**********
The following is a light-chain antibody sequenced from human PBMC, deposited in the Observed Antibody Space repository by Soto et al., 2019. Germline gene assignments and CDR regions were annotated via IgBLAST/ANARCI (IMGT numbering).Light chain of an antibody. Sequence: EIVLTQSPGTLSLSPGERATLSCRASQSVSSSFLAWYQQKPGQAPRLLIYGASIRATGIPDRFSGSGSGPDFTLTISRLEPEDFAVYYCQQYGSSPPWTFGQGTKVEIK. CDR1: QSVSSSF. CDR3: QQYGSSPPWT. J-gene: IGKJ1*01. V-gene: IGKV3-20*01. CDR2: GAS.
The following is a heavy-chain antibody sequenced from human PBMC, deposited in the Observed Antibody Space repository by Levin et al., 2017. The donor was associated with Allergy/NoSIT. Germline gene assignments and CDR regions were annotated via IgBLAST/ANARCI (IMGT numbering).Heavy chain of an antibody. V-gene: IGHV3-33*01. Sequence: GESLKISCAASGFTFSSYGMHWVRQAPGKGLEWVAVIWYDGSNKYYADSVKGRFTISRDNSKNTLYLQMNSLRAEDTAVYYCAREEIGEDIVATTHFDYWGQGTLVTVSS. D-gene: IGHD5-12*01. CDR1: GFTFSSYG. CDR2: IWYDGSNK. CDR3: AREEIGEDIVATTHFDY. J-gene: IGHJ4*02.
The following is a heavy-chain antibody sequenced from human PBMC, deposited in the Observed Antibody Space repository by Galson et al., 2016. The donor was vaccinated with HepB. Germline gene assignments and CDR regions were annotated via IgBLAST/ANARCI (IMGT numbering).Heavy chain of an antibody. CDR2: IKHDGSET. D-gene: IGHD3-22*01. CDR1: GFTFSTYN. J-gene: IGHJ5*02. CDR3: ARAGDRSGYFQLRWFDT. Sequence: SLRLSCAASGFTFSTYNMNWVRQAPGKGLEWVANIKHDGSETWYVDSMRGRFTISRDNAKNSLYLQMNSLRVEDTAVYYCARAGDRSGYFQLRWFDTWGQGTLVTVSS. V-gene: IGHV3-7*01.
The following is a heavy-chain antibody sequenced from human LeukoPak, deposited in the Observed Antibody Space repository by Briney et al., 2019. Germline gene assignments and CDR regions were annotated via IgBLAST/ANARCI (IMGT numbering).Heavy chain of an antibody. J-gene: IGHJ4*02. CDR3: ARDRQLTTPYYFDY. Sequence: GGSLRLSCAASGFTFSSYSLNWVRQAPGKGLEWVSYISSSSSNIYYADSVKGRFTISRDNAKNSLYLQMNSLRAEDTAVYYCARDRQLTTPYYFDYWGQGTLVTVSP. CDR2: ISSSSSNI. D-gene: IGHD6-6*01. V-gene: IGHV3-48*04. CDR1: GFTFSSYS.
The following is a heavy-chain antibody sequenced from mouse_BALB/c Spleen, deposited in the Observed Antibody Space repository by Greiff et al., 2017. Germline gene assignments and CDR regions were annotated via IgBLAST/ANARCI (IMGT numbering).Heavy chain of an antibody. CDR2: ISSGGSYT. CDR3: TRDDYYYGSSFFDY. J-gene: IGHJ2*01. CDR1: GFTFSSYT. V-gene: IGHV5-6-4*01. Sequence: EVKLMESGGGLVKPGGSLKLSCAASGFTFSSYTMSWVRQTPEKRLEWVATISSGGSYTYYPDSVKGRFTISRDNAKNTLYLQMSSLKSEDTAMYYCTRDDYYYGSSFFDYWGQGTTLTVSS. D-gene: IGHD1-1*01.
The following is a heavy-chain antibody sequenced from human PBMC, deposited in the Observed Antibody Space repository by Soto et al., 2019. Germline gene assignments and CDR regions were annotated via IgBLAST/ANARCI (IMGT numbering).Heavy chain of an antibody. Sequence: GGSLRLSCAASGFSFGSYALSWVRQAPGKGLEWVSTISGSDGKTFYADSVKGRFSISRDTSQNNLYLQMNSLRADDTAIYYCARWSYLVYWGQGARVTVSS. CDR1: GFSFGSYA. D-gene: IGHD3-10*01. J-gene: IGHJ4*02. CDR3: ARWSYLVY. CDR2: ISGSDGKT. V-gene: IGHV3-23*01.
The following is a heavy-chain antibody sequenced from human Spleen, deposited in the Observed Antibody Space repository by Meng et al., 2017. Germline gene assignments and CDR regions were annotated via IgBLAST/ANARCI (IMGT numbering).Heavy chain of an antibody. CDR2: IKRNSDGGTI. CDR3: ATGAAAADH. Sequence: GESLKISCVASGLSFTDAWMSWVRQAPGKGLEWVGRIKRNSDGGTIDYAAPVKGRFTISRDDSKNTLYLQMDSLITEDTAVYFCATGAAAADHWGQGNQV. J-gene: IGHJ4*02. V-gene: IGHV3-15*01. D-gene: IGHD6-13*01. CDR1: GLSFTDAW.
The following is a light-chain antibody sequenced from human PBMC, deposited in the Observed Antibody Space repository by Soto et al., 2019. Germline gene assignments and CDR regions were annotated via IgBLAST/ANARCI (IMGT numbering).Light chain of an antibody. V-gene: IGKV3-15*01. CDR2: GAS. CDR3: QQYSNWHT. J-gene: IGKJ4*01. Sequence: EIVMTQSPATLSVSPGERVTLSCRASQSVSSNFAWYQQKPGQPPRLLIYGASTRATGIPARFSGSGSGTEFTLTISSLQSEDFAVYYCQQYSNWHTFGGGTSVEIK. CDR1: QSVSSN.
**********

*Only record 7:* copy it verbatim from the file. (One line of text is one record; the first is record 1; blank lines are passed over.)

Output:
The following is a heavy-chain antibody sequenced from human Spleen, deposited in the Observed Antibody Space repository by Meng et al., 2017. Germline gene assignments and CDR regions were annotated via IgBLAST/ANARCI (IMGT numbering).Heavy chain of an antibody. CDR2: IKRNSDGGTI. CDR3: ATGAAAADH. Sequence: GESLKISCVASGLSFTDAWMSWVRQAPGKGLEWVGRIKRNSDGGTIDYAAPVKGRFTISRDDSKNTLYLQMDSLITEDTAVYFCATGAAAADHWGQGNQV. J-gene: IGHJ4*02. V-gene: IGHV3-15*01. D-gene: IGHD6-13*01. CDR1: GLSFTDAW.